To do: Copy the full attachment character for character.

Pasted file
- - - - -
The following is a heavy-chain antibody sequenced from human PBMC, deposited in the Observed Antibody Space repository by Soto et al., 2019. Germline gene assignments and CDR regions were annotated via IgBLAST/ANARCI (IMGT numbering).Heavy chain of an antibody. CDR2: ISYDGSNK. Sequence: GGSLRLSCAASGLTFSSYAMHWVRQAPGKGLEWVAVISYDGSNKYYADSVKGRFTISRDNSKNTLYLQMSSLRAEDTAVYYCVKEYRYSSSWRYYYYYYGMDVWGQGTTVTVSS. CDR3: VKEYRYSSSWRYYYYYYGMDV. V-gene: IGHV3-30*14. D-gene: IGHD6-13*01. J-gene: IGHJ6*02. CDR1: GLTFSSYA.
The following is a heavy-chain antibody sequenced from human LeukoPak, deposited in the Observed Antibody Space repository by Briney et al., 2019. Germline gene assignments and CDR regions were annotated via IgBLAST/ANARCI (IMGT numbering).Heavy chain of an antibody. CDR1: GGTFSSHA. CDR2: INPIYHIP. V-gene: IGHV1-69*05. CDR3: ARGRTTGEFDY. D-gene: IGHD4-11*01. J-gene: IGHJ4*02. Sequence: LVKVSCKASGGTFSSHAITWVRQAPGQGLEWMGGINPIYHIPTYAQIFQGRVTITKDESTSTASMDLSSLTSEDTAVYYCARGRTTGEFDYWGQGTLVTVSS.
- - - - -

The following is a heavy-chain antibody sequenced from human PBMC, deposited in the Observed Antibody Space repository by Soto et al., 2019. Germline gene assignments and CDR regions were annotated via IgBLAST/ANARCI (IMGT numbering).Heavy chain of an antibody. CDR2: ISYDGSNK. Sequence: GGSLRLSCAASGLTFSSYAMHWVRQAPGKGLEWVAVISYDGSNKYYADSVKGRFTISRDNSKNTLYLQMSSLRAEDTAVYYCVKEYRYSSSWRYYYYYYGMDVWGQGTTVTVSS. CDR3: VKEYRYSSSWRYYYYYYGMDV. V-gene: IGHV3-30*14. D-gene: IGHD6-13*01. J-gene: IGHJ6*02. CDR1: GLTFSSYA.
The following is a heavy-chain antibody sequenced from human LeukoPak, deposited in the Observed Antibody Space repository by Briney et al., 2019. Germline gene assignments and CDR regions were annotated via IgBLAST/ANARCI (IMGT numbering).Heavy chain of an antibody. CDR1: GGTFSSHA. CDR2: INPIYHIP. V-gene: IGHV1-69*05. CDR3: ARGRTTGEFDY. D-gene: IGHD4-11*01. J-gene: IGHJ4*02. Sequence: LVKVSCKASGGTFSSHAITWVRQAPGQGLEWMGGINPIYHIPTYAQIFQGRVTITKDESTSTASMDLSSLTSEDTAVYYCARGRTTGEFDYWGQGTLVTVSS.